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Farenthold staffer tries to gather support for embattled congressman

A letter is being sent to former female employees to sign in support of Rep. Blake Farenthold who is undergoing an ethics investigation for sexual harassment.
Rep. Blake Farenthold, R-Texas, leaves a meeting in the Capitol in 2015.
Rep. Blake Farenthold, R-Texas, leaves a meeting in the Capitol in 2015.Bill Clark / CQ Roll Call via AP

WASHINGTON — An aide to embattled Rep. Blake Farenthold is circulating a letter to current and former female staffers for them to sign in a show of support as the fallout from a sexual harassment settlement continues to dog the Texas Republican.

The letter is also critical of his accuser in the settlement.

The letter, which was forwarded to NBC News, asserts that Farenthold has “always treated us fairly and with dignity and respect,” and paints his accuser, former staffer Lauren Greene, as “one disgruntled ex-employee.”

“We, collectively, are shocked and disappointed in a system that is rushing to judgment based on false statements and one disgruntled employee,” states the letter, which was emailed by Lainey Lothian, a legislative correspondent for the congressman.

Farenthold settled the case in federal court in 2015 after Greene accused him of sexual harassment, gender discrimination and creating a hostile work place. Greene was paid $84,000 in taxpayer funds through the Office of Compliance account for workplace disputes.

Related: Ethics probe of Farenthold picks up steam

Farenthold's chief of staff, Bob Haueter, who was named in the suit, continues to work for him. He tells NBC News that he wasn't aware of the letter but said "there’s a great deal frustration about all that is being said by just about everyone in the office."

Lothian said she did not “initiate” the letter and that no one in the congressman’s office asked her to send it but she did not respond to requests for more information on who wrote it or asked for it to be circulated.

It’s unclear how many people have or will sign the letter. It has yet to be released publicly with signatories.

The letter is also critical of the process. It notes that the Office of Congressional Ethics, a staff-run board, "voted 6-0 unanimously to dismiss the matter."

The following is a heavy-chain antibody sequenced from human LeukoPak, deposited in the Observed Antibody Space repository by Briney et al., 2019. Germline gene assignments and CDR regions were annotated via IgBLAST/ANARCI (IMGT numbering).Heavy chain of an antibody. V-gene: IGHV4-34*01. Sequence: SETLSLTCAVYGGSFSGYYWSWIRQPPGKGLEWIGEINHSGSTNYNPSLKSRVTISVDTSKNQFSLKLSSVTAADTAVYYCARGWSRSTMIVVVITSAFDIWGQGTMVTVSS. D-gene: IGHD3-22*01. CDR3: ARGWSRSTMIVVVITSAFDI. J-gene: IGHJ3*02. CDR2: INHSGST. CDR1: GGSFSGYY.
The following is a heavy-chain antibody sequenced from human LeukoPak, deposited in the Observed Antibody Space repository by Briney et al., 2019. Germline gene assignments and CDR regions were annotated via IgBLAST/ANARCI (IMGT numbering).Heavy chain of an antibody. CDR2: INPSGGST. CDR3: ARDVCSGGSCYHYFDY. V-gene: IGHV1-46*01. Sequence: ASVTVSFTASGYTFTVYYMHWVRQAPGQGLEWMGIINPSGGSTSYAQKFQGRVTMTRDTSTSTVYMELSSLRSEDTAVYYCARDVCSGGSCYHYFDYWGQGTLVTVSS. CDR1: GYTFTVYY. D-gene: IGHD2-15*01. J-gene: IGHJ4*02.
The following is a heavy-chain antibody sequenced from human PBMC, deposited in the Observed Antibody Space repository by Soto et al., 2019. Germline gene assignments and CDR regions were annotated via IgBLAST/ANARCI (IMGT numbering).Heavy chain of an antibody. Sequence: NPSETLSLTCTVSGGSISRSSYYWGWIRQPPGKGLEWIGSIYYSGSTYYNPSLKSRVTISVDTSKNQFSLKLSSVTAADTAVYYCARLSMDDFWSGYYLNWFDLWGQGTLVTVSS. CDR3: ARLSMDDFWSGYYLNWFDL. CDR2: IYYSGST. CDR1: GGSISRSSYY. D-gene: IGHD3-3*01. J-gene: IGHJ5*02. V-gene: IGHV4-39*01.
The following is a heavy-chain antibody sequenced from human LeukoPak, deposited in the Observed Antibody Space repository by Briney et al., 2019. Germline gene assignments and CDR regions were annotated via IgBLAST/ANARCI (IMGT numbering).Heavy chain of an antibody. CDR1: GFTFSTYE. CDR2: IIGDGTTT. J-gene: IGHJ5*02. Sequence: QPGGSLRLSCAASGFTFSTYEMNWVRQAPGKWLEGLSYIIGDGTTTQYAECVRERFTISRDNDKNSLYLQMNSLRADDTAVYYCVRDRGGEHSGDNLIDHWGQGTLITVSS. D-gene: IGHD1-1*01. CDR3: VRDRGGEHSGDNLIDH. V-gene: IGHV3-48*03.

But the Ethics Committee thought there was enough evidence to proceed. The committee continues its investigation into the accusation, an effort that intensified when the congressman's accuser agreed to be interviewed last week after Greene spoke to the press. The committee is re-upping its existing probe into misconduct allegations now that Greene has agreed to speak to the committee.

Les Alderman, Greene’s attorney, declined to comment on the letter being circulated.

Letters of support were also released in support of Sen. Al Franken of Minnesota and Rep. John Conyers of Michigan, two Democratic lawmakers who resigned last week amid sexual harassment allegations. Those demonstrations of support, however, were organized by former staffers, not current ones like Lothian, and did not take aim at their accusers.

In Franken's case, 14 former aides signed onto the letter, which was joined by separate letters from his former colleagues at "Saturday Night Live" and more than 80 Minnesota elected officials and community leaders.

Two Republican woman in the House have called on Farenthold to resign. Mia Love of Utah was the first, and Cathy McMorris Rodgers of Washington, a member of leadership, did so on Friday.

Two other women, both former staffers, came forward last week detailing a difficult working environment in Farenthold's office.

Elizabeth Peace, who was a communications director after Greene, described a hostile work environment in an interview with The Houston Chronicle, claiming that the congressman did little to address it. “His comments were inappropriate, and his unwillingness to immediately take action to allow us to work in a safe environment is inappropriate,” Peace said.

Olivia de la Pena, a former intern, told the Chronicle that Farenthold had “anger issues” that she had to learn to navigate which, in one episode, left her in tears. Farenthold's office said that the congressman and the entire staff had undergone sensitivity and harassment training since those episodes.

CORRECTION (Dec. 12, 2017, 5:42p.m.): An earlier version of this article misidentified a former communications director for Rep. Farenthold. Her name is Elizabeth Peace, not Emily.